The three-year-old California Institute for Regenerative Medicine may be the world's richest stem-cell-research effort, with $3 billion in bond funding. But it has also been plagued by internal bickering, leadership changes, and legal battles. Australian scientist Alan Trounson aims to refocus the agency on its mission statement: "Turning stem cells into cures."
You spent decades building a great career in Australia. Why leave?
It was bittersweet. I had a stem-cell center of 120 people at Monash University, and we were well recognized. So my initial response was, "No, of course I don't want to leave." But this is probably the best stem-cell job in the world.
The institute's motto is bold. How long before we will start seeing cures?
I see the research as a series of small steps rather than radical cures happening straight away. A cure means that you've completely routed a disease. But I think it's important to make advances. With people who've got major spinal injuries, for example, if they can get back control of their bladders and bowels, that can give them some dignity.
What are some of the most impressive research that the institute is supporting?
For lung diseases like emphysema, we're finding that if you put stem cells into the bloodstream, the cells will be drawn to inflammation in the lung to repair damaged tissue. You can also do repairs on seriously injured hearts. Researchers are showing that colonies of cardiac muscle cells grown from stem cells will integrate quite normally into the hearts of rats and mice.
The institute has unusual rules for grantees: They must make discoveries available publicly and pay royalties to the state. Why?
The citizens of California are funding this research, so it's important for them to be able to access developments at a reasonable rate. It's about enabling research, but it's also about enabling patients to access the benefits.
You've founded six companies. What did you learn from that?
The companies that worked best were the ones that were able to deliver specific services. Whenever they've been speculative, they've been disappointing.
How do you regard opposition to embryonic stem-cell research on moral grounds?
I respect the views of people who believe that a person is formed at fertilization. But I don't think all of us share those views—and we live in democracies where the majority view is usually accepted, at least in a political sense. I'm thankful for that.
Researchers recently developed stem cells from mature skin cells, which some say could eliminate the need for embryonic stem cells. What's your take?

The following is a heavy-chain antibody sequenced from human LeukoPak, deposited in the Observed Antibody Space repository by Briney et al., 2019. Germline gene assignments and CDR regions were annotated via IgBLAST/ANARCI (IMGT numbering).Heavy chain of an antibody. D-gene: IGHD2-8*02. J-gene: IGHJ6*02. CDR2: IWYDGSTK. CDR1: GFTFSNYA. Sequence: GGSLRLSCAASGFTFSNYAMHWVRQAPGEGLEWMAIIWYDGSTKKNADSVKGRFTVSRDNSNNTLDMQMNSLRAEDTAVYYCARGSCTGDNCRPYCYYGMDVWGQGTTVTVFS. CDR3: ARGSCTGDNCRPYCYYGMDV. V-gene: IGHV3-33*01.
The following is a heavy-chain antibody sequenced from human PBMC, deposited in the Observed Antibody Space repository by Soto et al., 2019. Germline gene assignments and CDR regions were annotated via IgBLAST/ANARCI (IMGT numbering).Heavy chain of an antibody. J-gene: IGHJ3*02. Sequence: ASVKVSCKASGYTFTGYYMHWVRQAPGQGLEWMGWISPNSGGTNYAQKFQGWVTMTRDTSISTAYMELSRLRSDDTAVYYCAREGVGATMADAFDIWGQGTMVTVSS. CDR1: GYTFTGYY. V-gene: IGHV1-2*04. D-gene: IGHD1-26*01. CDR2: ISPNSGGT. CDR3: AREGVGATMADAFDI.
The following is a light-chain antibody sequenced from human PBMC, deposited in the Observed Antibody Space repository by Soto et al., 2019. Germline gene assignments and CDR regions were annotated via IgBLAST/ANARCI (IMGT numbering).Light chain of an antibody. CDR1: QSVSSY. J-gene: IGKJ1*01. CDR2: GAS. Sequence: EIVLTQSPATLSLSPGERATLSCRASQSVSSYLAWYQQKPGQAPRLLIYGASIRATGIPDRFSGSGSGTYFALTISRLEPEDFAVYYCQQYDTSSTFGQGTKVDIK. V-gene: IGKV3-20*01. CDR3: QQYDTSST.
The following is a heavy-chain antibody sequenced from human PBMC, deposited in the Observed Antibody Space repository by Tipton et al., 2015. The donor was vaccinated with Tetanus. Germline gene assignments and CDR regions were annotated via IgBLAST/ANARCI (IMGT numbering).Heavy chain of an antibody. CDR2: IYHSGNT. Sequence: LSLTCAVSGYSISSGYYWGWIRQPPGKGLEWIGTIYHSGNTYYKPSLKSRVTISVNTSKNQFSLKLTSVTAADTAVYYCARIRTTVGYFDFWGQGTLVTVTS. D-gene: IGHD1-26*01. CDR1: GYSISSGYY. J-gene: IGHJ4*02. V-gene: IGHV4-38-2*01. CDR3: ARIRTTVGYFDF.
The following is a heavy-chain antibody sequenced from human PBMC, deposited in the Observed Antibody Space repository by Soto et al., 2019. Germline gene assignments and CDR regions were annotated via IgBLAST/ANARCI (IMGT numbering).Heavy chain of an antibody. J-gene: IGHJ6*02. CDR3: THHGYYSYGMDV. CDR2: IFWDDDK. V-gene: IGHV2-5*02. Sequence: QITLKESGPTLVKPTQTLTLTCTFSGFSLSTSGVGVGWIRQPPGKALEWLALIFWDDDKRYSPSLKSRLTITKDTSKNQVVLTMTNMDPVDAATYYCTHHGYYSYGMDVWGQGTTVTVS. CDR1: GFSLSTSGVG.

As a result of this discovery, you could take skin cells from a patient, make them into cardiac muscle cells, and test a heart drug on them. Many deaths occur because of unpredicted responses to drugs. If the cells behave in an unpredictable way, you'd know not to give the patient that drug. That's tremendous—it could lead to more personalized medicine. But I don't see it as having clinical relevance in therapeutics yet, because multiple copies of genes in these cells have viral components, and some of those genes encode for cancers. When researchers did this work in the mouse, they produced a lot of mice with tumors.
You've said previously that you don't view the developing embryo as a person.
As a scientist, I see a group of cells—you know, 100, 200 cells—as without form whatsoever. But when I had to dissect a human embryo at 9, 10 weeks of age, I was very uncomfortable. In fact, I couldn't do it. So I see it as a kind of ethical continuum. I spent time with members of a Vatican university when I was in Naples, and they persuaded me that if I felt what I was doing was designed to address some problem of human misery, then it was acceptable.
"When I had to dissect a human embryo at 9, 10 weeks of age, I was very uncomfortable."
Researchers in Oregon recently created large numbers of cloned embryos from the cells of a rhesus macaque, and others have reportedly produced cloned human embryos.
I'm not interested in cloning monkeys, and I really don't think we want to clone human beings. There are problems in the cloning procedure that lead to quite traumatic abnormalities. I can't see the point of doing this in the higher organisms like primates.
What do you hope to contribute to the field for posterity?
In a big-picture sense, I want to be up on the mountain looking down on the Serengeti, watching all the animals move through. I want to be remembered for having guided some basic discoveries from the lab to the clinic. If I can help get that process going, I think that's sufficient.
And how did your family feel about moving?
My wife, Karin, is Swedish, and she said, "Alan, it has taken me 20 years to become an Australian, and you want me to become an American now? I don't think so." But she came around. The boys think it's pretty cool—the 6-year-old thinks there's Halloween every night in America.
A version of this article appeared in the March 2008 issue of Fast Company magazine.